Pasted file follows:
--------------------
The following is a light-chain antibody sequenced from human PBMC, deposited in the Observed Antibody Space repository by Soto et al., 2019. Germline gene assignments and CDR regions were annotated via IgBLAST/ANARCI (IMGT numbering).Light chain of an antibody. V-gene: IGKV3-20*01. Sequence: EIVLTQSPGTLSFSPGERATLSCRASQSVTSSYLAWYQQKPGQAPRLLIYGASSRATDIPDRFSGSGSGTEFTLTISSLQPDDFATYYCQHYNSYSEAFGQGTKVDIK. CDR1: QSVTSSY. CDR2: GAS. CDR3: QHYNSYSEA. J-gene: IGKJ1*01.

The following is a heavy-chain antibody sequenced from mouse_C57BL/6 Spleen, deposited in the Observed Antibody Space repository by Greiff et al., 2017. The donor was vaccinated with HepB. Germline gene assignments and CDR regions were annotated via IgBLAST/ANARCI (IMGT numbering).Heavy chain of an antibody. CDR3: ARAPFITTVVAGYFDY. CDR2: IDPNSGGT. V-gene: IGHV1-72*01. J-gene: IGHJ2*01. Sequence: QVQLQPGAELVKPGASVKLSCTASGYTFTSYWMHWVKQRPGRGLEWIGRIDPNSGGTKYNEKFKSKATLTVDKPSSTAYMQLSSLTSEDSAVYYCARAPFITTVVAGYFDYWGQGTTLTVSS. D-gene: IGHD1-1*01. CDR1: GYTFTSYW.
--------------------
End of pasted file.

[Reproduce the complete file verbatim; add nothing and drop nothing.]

The following is a light-chain antibody sequenced from human PBMC, deposited in the Observed Antibody Space repository by Soto et al., 2019. Germline gene assignments and CDR regions were annotated via IgBLAST/ANARCI (IMGT numbering).Light chain of an antibody. V-gene: IGKV3-20*01. Sequence: EIVLTQSPGTLSFSPGERATLSCRASQSVTSSYLAWYQQKPGQAPRLLIYGASSRATDIPDRFSGSGSGTEFTLTISSLQPDDFATYYCQHYNSYSEAFGQGTKVDIK. CDR1: QSVTSSY. CDR2: GAS. CDR3: QHYNSYSEA. J-gene: IGKJ1*01.

The following is a heavy-chain antibody sequenced from mouse_C57BL/6 Spleen, deposited in the Observed Antibody Space repository by Greiff et al., 2017. The donor was vaccinated with HepB. Germline gene assignments and CDR regions were annotated via IgBLAST/ANARCI (IMGT numbering).Heavy chain of an antibody. CDR3: ARAPFITTVVAGYFDY. CDR2: IDPNSGGT. V-gene: IGHV1-72*01. J-gene: IGHJ2*01. Sequence: QVQLQPGAELVKPGASVKLSCTASGYTFTSYWMHWVKQRPGRGLEWIGRIDPNSGGTKYNEKFKSKATLTVDKPSSTAYMQLSSLTSEDSAVYYCARAPFITTVVAGYFDYWGQGTTLTVSS. D-gene: IGHD1-1*01. CDR1: GYTFTSYW.